The former US Open finalist will play Canadian Bianca Andreescu next, I remember not really knowing who she was,” Wozniacki admitted. “I remember I thought I played pretty well in that match. She still beat me. It was the first tournament of the year, so I was kind of unsure whether I was really hitting my level or whether she was playing that well. Obviously she was playing very well.
“She’s had a great year. Has won some big tournaments. She’s definitely coming in here with some confidence. It’s important for me that I’m just going to go out there and take my chances.”
WOMEN’S RESULTS – AUGUST 29, 2019
Singles – Second Round
 N. Osaka (JPN) d. M. Linette (POL) 62 64
[Q] T. Townsend (USA) d.  S. Halep (ROU) 26 63 76(4) – saved one match point
A. Petkovic (GER) d.  P. Kvitova (CZE) 64 64
 K. Bertens (NED) d. A. Pavlyuchenkova (RUS) 75 64
Y. Putintseva (KAZ) d.  A. Sabalenka (BLR) 63 76(3)
 A. Sevastova (LAT) d. I. Swiatek (POL) 36 61 63
 B. Bencic (SUI) d. A. Cornet (FRA) 64 16 62
 B. Andreescu (CAN) d. [LL] K. Flipkens (BEL) 63 75
 J. Konta (GBR) d. M. Gasparyan (RUS) 61 60
 Q. Wang (CHN) d. A. Van Uytvanck (BEL) 75 64
 C. Wozniacki (DEN) d. D. Collins (USA) 46 63 64
 S. Kenin (USA) d. L. Siegemund (GER) 76(4) 60
 A. Kontaveit (EST) d. A. Tomljanovic (AUS) 46 75 62
 P. Martic (CRO) d. [Q] A. Bogdan (ROU) 62 64
 D. Vekic (CRO) d. K. Kanepi (EST) 75 63
 E. Mertens (BEL) d. Kr. Pliskova (CZE) 62 62
 J. Goerges (GER) d. [WC] F. Di Lorenzo (USA) 75 60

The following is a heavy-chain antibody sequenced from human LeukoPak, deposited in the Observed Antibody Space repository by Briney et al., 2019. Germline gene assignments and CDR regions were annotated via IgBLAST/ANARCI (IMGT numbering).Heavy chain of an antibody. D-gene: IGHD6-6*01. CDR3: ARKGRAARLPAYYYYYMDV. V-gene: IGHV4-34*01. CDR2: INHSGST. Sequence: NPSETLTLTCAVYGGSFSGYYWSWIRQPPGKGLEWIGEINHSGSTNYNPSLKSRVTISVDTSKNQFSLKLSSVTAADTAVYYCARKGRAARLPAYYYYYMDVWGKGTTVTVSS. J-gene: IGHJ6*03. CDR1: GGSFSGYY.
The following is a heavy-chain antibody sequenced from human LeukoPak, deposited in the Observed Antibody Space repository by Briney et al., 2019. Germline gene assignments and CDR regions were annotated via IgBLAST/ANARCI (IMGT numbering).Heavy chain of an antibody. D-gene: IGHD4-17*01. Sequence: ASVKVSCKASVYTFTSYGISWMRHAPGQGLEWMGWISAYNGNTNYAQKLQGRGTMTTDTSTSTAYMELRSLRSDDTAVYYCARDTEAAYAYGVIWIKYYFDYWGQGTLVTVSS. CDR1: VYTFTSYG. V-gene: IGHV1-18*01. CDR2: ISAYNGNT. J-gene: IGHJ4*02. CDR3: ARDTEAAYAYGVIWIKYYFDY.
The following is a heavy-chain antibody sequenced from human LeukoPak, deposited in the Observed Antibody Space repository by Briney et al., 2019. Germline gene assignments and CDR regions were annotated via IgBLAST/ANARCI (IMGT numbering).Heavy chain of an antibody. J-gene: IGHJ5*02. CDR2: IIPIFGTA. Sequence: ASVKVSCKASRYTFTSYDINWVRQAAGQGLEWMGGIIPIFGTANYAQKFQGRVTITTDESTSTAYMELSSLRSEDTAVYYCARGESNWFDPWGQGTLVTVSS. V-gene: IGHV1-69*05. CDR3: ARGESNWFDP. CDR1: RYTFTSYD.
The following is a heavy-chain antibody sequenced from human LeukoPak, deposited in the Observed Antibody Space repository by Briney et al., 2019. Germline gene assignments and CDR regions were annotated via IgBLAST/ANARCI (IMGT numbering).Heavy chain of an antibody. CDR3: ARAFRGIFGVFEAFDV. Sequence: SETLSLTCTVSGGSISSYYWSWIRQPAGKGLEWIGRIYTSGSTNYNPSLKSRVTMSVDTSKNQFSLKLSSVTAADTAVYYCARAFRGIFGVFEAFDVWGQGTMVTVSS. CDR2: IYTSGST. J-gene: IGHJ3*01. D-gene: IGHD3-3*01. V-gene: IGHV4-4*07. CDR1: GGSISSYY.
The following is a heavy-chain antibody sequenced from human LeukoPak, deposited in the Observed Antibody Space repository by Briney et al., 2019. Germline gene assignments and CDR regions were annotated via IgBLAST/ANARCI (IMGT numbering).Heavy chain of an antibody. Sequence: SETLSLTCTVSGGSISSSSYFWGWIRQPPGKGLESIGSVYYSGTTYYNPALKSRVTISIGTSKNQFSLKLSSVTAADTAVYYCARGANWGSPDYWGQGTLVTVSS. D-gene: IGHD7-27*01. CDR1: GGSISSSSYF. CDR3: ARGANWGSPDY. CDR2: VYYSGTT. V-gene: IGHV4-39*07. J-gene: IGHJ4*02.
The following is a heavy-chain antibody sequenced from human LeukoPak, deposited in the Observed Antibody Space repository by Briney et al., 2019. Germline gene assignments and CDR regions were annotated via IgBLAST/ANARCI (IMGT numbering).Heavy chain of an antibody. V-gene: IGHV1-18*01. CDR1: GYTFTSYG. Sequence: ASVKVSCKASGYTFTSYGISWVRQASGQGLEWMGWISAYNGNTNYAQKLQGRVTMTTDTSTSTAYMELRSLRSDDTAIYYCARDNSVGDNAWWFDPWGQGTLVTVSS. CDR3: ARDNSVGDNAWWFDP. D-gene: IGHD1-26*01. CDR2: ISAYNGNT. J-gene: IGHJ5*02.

K. Muchova (CZE) d.  S. Hsieh (TPE) 61 46 76(2)
 M. Sakkari (GRE) d. [Q] S. Peng (CHN) 67(5) 64 62
 D. Yastremska (UKR) d. R. Peterson (SWE) 64 61
 S. Zhang (CHN) d. E. Alexandrova (RUS) 76(5) 46 63
O. Jabeur (TUN) d. A. Sasnovich (BLR) 36 64 62
F. Ferro (FRA) d. K. Mladenovic (FRA) 64 67(3) 63
J. Ostapenko (LAT) d. A. Riske (USA) 64 63
S. Cirstea (ROU) d. A. Bolsova (ESP) 36 64 63
[WC] C. Gauff (USA) d. [Q] T. Babos (HUN) 62 46 64
[WC] K. Ahn (USA) d. [Q] A. Kalinskaya (RUS) 62 63
Doubles – First Round
 N. Melichar/K. Peschke (USA/CZE) d. N. Hibino/M. Kato (JPN/JPN) 76(4) 64
 Y. Duan/S. Zheng (CHN/CHN) d. L. Arruabarrena/K. Christian (ESP/USA) 64 61
N. Kichenok/A. Spears (UKR/USA) d. [WC] U. Arconada/H. Carter (USA/USA) 61 63
A. Guarachi/B. Pera (CHI/USA) d. E. Hozumi/M. Ninomiya (JPN/JPN) 61 67(4) 62
C. Dolehide/V. King (USA/USA) d. D. Krawczyk/J. Pegula (USA/USA) 57 64 62
V. Golubic/S. Sorribes Tormo (SUI/ESP) d. [WC] A. Forbes/A. Noel (USA/USA) 76(3) 62